Cooperation across borders with the transit countries is crucial for decreasing transport costs and establishing efficient transit transport systems. Transits will be easier and less costly for both landlocked and transit countries if implemented in an integrated environment. If administrative or customs delays are minimized and investment decisions taken with a common perspective, the benefits derived by landlocked and transit countries are increased and transport costs lowered. Improvements in transport and transit facilities and an increased traffic volume will eventually benefit coastal as well as landlocked countries. This realization has led landlocked and transit countries on all continents to get engaged in the process of building or planning transit or access corridors.
The infrastructure is not the only factor that contributes to the high trade transaction costs in Africa and landlocked developing countries. Trade facilitation equally plays a major role here too. The initiatives undertaken by the World Bank to develop logistics indicators and the annual Doing Business Report are important in identifying areas for intervention to reduce trade transaction costs. For example, computing of the recent Doing business figures shows that, landlocked developing countries take an additional 22.9 days for goods to be imported and 28.6 additional days for goods to be exported. Physical infrastructure, or ports and inland transport, accounted for only a quarter of the delays while pre-arrival documents, customs and inspections accounted for 70 % of total delays. These numbers bring attention to the need for increased trade facilitation and reforms for efficiency in transit transport. Together with your organization, the WTO, and other organizations within the global community, we recognize the importance of internationally binding rules in this area. Therefore, the WTO negotiations on trade facilitation are so important and relevant to Africa and landlocked developing countries. The WTO work programme on Aid-for-Trade is critical in order to help countries integrate into and benefit from global markets – and build capacity to take advantage of any new market openings.
The cost implications of meeting the requirements in establishing and maintaining efficient transport systems are of such a magnitude that African countries cannot accomplish such a formidable task on their own. With the low rate of return of infrastructure investment, international financial assistance continues to remain the major source for infrastructure development to break the deadlock. Donor-supported public funding is an essential prerequisite for boosting or upgrading supply capacity and infrastructure building in African economic and social development, and has important spill-over effects on other sectors. At the recent meeting of the Africa MDG Steering group it was estimated that the overall financing requirements for the 22 countries, including both investment and maintenance, amount to US$14.2 billion per year. About 85% of this total relates to the roads sector. This will directly generate jobs and income for more than 8 million of rural construction workers and for maintenance workers.
The international community increasingly recognized this necessity. In this regard, I am particularly pleased to mention the Gleneagles agreement by the G8 to boost growth, attract new investment and contribute to Africa’s capacity to trade through the establishment of the Infrastructure Consortium for Africa, jointly supported by African countries and by the European Commission, G8, and key multilateral financial and development institutions. This is of course welcome development, there is more to be done in concerted manner. Although ODA to infrastructure in SSA has increased by 20% to US$ 5.3 billion in 2006 since the Gleneagles summit, current financing flows still only meet about half of the estimated needs.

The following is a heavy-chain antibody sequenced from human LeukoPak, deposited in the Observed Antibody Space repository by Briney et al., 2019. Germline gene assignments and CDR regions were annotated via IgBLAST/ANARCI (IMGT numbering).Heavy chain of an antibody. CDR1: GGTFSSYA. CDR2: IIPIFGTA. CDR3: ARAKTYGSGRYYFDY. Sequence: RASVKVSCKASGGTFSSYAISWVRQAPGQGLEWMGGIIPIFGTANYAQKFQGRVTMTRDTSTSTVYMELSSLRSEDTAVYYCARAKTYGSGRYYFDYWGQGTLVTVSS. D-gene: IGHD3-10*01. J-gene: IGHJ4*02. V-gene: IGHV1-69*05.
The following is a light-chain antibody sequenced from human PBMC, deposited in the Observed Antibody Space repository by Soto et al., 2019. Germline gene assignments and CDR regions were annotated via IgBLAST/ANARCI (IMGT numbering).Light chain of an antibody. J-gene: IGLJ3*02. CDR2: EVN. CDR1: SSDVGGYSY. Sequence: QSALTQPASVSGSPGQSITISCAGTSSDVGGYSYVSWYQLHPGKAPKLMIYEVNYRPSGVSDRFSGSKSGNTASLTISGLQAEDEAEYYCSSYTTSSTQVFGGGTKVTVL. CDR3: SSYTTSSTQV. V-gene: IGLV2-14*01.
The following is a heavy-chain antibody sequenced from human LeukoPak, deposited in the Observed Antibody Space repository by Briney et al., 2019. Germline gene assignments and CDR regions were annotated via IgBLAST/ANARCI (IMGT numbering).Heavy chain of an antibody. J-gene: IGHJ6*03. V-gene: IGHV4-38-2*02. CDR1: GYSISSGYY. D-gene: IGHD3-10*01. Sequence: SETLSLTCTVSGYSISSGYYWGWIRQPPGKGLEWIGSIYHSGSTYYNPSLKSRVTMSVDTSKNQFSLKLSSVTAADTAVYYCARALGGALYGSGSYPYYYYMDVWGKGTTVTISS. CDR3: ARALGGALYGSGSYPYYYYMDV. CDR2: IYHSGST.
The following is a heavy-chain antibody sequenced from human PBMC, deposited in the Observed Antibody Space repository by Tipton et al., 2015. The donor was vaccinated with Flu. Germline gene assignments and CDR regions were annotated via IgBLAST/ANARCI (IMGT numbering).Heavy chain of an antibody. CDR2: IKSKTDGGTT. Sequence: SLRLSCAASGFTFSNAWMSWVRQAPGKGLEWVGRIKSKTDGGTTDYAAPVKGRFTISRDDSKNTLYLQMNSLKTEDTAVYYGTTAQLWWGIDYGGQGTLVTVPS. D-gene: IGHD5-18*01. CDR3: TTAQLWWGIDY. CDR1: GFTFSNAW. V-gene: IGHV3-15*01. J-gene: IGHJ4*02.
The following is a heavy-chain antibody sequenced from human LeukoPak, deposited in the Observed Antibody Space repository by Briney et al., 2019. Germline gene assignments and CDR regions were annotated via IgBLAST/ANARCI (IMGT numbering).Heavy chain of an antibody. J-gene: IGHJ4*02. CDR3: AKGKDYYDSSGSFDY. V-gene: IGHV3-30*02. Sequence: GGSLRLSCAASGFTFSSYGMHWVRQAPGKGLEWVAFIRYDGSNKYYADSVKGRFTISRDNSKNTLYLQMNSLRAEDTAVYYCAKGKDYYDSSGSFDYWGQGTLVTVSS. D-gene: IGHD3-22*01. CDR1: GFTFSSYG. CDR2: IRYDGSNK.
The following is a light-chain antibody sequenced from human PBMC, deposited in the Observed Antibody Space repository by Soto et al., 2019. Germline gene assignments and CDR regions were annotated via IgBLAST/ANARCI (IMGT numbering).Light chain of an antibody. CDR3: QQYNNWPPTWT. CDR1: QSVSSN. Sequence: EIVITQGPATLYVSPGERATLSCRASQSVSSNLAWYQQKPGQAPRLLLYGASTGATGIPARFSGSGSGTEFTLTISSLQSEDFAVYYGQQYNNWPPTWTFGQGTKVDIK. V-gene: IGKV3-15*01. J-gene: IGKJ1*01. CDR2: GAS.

Let me emphasize the importance of the full and effective implementation of the New Partnership for Africa’s Development (NEPAD), objectives of which were built around the MDGs to halve the poverty by 2015. Infrastructure development has been a key priority for both the African countries and their development partners. The Short Term Action Plan of NEPAD outlines the priority infrastructure projects and programs in energy, transport, water supply and sanitation, and information and communications technology sectors. The NEPAD transport program provided us with a clear set of priorities aimed at establishing trade corridors without border and barriers; viable roads to bring Africa together, efficient ports; and safe, secure and efficient skies and airports. The international community should double its support to NEPAD, which is the major Africa led and Africa owned initiative.
The United Nations is fully aware of the urgent need for assistance to address major development challenges confronted by Africa in an intensified, focused and coordinated manner. This is why the Secretary-General established the MDG Africa Steering Group recently with the key UN system and other major multilateral organizations. The World Bank is the key stakeholder in this endeavour. The main purpose of this initiative is to undertake practical steps for coordinated international efforts on the MDGs, to improve aid predictability; and operationalize MDGs at the country level.
I hope today’s discussion will serve as an excellent contribution to our concerted search and efforts to channel greater support to Africa, especially in the transport sector, on priority basis.
Thank you very much.